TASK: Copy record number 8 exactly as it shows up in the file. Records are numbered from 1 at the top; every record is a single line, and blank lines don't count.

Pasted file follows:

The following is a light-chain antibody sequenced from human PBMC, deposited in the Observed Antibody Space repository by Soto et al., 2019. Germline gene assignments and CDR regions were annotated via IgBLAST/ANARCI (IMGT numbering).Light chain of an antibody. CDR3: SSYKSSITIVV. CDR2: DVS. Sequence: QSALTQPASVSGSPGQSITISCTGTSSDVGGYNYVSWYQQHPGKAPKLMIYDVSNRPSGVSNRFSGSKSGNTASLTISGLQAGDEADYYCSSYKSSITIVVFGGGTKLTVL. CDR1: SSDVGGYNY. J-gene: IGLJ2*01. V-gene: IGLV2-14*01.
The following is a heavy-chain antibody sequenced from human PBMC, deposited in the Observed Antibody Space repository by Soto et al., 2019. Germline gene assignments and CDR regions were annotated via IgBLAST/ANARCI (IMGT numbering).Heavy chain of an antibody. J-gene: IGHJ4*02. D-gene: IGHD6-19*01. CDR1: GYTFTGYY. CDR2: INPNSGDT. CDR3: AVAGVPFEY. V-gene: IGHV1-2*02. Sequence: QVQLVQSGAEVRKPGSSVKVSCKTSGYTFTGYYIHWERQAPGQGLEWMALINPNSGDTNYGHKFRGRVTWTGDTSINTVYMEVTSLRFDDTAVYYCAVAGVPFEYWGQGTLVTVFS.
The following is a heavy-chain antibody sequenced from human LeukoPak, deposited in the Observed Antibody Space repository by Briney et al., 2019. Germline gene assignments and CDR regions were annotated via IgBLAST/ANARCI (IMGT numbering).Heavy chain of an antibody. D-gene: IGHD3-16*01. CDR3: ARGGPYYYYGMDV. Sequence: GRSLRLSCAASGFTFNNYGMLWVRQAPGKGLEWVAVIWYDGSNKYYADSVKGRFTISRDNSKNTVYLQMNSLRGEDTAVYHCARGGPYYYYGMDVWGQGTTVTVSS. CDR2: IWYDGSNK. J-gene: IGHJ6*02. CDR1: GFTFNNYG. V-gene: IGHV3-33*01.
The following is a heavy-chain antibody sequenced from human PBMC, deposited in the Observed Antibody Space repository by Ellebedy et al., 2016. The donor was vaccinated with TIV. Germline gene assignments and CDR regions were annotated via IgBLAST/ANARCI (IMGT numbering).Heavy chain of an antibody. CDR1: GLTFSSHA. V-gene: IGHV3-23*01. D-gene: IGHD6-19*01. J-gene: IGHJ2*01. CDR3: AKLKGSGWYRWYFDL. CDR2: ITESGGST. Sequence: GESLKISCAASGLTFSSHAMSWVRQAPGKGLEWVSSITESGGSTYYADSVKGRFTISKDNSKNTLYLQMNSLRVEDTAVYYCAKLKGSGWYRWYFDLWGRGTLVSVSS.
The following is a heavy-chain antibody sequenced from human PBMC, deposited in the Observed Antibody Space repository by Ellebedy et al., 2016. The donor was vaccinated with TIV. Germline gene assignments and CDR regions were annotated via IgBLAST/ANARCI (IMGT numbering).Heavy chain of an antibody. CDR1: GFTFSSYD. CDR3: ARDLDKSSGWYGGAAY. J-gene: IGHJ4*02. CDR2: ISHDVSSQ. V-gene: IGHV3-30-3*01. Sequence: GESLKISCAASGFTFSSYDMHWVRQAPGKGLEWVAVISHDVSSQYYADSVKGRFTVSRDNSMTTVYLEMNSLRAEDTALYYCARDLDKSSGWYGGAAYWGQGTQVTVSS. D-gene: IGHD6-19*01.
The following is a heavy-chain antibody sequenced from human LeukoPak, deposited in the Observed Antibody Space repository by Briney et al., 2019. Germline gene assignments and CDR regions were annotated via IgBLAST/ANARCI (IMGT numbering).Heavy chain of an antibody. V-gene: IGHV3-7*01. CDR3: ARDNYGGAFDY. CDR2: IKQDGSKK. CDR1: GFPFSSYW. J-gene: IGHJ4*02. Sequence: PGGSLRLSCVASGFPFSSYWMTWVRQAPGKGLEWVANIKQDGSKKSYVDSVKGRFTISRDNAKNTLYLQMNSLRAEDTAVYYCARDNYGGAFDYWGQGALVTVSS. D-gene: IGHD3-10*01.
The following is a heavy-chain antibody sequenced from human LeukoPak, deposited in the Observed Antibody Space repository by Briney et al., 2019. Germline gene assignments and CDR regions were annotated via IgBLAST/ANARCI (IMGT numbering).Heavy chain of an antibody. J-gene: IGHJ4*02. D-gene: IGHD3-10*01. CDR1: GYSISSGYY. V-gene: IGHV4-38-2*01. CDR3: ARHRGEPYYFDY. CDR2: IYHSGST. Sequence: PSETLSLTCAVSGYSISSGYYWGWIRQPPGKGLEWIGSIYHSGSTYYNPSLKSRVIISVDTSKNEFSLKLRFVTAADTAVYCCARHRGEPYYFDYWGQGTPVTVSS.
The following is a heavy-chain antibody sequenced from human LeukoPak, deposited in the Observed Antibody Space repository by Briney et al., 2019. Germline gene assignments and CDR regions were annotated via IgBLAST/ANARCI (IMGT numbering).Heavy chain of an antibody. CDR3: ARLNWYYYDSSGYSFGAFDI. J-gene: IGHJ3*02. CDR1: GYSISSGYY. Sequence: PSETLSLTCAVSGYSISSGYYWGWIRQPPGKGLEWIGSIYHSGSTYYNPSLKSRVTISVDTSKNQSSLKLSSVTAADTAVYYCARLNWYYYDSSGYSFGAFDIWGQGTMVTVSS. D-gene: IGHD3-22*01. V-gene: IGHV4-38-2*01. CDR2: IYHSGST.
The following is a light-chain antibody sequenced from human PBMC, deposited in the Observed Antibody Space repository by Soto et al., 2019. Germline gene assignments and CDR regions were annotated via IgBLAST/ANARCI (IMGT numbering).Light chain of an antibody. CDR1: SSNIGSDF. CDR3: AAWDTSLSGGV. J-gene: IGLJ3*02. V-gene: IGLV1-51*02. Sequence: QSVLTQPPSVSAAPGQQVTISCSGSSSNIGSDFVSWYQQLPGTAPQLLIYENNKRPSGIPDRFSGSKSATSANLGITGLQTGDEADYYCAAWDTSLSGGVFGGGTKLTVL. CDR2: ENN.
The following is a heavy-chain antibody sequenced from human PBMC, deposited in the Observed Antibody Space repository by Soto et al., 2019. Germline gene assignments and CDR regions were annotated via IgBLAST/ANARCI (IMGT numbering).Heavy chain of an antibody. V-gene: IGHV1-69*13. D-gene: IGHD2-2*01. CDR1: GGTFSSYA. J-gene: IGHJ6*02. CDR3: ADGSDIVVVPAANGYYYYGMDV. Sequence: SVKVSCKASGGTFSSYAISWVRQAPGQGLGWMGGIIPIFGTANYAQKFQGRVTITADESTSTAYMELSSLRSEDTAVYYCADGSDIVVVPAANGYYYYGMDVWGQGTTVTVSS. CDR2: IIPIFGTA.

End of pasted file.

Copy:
The following is a heavy-chain antibody sequenced from human LeukoPak, deposited in the Observed Antibody Space repository by Briney et al., 2019. Germline gene assignments and CDR regions were annotated via IgBLAST/ANARCI (IMGT numbering).Heavy chain of an antibody. CDR3: ARLNWYYYDSSGYSFGAFDI. J-gene: IGHJ3*02. CDR1: GYSISSGYY. Sequence: PSETLSLTCAVSGYSISSGYYWGWIRQPPGKGLEWIGSIYHSGSTYYNPSLKSRVTISVDTSKNQSSLKLSSVTAADTAVYYCARLNWYYYDSSGYSFGAFDIWGQGTMVTVSS. D-gene: IGHD3-22*01. V-gene: IGHV4-38-2*01. CDR2: IYHSGST.